May 2008
Volume 49, Issue 13
Free
ARVO Annual Meeting Abstract  |   May 2008
The Prevalence of Cystoid Macular Edema on Optical Coherence Tomography in Retinitis Pigmentosa Patients Without Evidence of Cystic Changes on Fundus Exam
Author Affiliations & Notes
  • M. Hajali
    Ophthalmology and Visual Sciences, University of Illinois at Chicago, Chicago, Illinois
  • G. A. Fishman
    Ophthalmology and Visual Sciences, University of Illinois at Chicago, Chicago, Illinois
  • Footnotes
    Commercial Relationships  M. Hajali, None; G.A. Fishman, None.
  • Footnotes
    Support  Foundation Fighting Blindness, Owings Mills, Maryland; Grant Healthcare Foundation, Chicago, Illinois; NIH core grant EYO1792; and an unrestricted departmental grant from Research to Prevent Blindness
Investigative Ophthalmology & Visual Science May 2008, Vol.49, 4693. doi:https://doi.org/
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      M. Hajali, G. A. Fishman; The Prevalence of Cystoid Macular Edema on Optical Coherence Tomography in Retinitis Pigmentosa Patients Without Evidence of Cystic Changes on Fundus Exam. Invest. Ophthalmol. Vis. Sci. 2008;49(13):4693. doi: https://doi.org/.

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      © ARVO (1962-2015); The Authors (2016-present)

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Abstract

Purpose: : The presence of cystic-appearing lesions in the macula, presumed to represent cystoid macular edema, has been previously observed to occur in all genetic types of patients with retinitis pigmentosa (RP). These lesions may not always be detected by direct ophthalmoscopy or contact lens biomicroscopy. In this study, we determined the prevalence of cystoid macular edema by optical coherence tomography (OCT) in retinitis pigmentosa patients who showed no evidence of cystic lesions on retinal exam.

Methods: : We included 63 RP patients with no evidence of cysic appearing macular lesions on clinical fundus exam. All patients underwent a complete ocular examination, including best corrected visual acuity using an ETDRS chart, intraocular pressure measurement, anterior segment exam, and a detailed fundus exam. On 50 of the 63 patients who were examined, Fourier Domain OCT was performed using the radial slicer protocol. The additional 13 of the 63 RP patients were scanned with a Time-Domain OCT, OCT3 unit, using the macular thickness protocol. The diagnosis of CME was defined by the presence of small round hypo-reflective lacunae with well-defined boundaries on at least 2 of the scans.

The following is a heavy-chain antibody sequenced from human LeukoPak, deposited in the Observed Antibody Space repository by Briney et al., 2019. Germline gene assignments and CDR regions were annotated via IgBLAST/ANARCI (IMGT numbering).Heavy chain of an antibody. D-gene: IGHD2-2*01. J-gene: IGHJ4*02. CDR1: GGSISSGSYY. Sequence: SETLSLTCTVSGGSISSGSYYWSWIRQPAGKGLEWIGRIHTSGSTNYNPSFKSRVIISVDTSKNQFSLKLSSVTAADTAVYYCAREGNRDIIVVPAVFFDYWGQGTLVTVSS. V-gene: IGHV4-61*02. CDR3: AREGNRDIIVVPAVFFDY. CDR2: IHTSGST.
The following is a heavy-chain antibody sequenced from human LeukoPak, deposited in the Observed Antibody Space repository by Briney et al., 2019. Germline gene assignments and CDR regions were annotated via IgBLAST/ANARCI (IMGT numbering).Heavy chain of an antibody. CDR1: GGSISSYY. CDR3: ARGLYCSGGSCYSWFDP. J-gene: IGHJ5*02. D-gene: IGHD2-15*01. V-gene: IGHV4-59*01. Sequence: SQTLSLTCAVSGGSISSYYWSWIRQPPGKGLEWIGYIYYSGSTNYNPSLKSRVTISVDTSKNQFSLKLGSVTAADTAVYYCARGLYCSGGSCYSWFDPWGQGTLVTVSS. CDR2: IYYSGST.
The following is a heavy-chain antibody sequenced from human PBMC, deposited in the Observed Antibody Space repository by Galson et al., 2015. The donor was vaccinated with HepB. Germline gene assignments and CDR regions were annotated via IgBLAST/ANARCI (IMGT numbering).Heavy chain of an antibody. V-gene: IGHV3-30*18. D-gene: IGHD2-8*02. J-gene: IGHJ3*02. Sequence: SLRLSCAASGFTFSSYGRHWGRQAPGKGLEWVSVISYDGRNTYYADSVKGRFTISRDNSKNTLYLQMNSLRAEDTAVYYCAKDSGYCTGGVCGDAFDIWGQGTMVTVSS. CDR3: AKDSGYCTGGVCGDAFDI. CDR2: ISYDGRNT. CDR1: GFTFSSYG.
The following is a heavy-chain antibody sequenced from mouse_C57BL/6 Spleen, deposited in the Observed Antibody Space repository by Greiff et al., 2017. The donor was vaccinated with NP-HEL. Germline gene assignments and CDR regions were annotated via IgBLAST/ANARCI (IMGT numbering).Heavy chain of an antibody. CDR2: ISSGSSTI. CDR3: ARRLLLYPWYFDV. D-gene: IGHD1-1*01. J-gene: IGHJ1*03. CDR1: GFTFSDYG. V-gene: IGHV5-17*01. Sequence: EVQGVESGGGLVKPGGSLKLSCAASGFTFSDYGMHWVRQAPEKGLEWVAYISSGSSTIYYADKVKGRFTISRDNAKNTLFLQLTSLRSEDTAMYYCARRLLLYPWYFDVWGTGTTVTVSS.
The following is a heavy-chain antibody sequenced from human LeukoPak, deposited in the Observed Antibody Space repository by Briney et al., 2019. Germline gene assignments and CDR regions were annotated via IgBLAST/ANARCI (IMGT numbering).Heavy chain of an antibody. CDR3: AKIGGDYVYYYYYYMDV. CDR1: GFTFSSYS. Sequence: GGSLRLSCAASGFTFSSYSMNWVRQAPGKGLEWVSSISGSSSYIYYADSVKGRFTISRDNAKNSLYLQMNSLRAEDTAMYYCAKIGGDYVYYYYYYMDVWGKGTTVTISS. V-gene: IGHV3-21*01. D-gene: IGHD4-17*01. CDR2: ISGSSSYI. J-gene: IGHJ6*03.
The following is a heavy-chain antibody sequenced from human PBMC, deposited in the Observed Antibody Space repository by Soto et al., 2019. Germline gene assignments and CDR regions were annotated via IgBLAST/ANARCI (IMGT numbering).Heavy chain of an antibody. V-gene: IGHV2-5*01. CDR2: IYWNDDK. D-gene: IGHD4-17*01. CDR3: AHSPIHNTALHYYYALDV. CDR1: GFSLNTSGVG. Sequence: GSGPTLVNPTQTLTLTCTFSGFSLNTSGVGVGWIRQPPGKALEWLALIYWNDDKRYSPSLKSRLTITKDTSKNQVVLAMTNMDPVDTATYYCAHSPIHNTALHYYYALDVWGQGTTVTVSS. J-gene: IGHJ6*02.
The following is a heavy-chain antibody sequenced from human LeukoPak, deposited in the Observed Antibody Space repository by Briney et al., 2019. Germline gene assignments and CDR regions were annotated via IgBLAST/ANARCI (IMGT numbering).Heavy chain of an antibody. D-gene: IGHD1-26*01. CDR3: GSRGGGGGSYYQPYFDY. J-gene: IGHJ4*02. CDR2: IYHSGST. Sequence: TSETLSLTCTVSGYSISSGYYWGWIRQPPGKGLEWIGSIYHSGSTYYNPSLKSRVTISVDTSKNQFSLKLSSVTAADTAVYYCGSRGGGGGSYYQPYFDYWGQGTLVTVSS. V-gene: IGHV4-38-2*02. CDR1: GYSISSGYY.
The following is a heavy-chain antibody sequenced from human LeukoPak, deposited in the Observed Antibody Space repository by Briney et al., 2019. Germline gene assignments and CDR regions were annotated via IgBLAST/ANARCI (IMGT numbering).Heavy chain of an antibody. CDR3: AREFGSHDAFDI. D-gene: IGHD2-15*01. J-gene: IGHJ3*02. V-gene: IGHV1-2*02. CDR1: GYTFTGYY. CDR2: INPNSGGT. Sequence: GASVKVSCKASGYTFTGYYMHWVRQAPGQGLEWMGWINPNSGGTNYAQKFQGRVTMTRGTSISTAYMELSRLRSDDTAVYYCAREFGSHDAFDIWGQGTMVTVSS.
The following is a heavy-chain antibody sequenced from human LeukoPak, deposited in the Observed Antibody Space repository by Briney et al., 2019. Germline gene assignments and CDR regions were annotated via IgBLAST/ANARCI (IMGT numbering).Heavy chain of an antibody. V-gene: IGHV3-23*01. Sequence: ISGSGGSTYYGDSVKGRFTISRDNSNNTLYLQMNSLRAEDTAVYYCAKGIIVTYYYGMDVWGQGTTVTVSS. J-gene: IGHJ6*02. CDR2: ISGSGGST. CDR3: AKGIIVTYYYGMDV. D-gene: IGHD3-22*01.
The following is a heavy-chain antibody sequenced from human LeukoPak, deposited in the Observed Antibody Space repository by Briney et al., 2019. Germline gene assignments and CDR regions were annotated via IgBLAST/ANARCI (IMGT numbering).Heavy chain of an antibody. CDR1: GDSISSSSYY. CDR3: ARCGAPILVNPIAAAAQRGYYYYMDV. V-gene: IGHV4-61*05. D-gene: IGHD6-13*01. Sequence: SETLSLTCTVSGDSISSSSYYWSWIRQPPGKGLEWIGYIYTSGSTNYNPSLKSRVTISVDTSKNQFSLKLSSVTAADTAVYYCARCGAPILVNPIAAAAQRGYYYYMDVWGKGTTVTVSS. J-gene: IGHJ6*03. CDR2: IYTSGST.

Results: : The mean age of patients included in the study was 36 years (range 9-71 years). Out of the 63 patients examined, 20 patients showed CME in at least one eye (32%), while 11 patients showed CME in both eyes (18%).

Conclusions: : Our findings demonstrated that a substantial number of RP patients with cystoid macular edema, as determined by OCT, may not show evident cystic changes by direct ophthalmoscopy or contact lens biomicroscopy. This observation may have implication for future therapeutic trials where visual acuity is used as an outcome measure. Knowledge of the high frequency for macular edema in such patients can also serve to identify those who may be amenable to treatment of their macular edema with either current or future strategies.

Keywords: retinal degenerations: hereditary • macula/fovea • edema 
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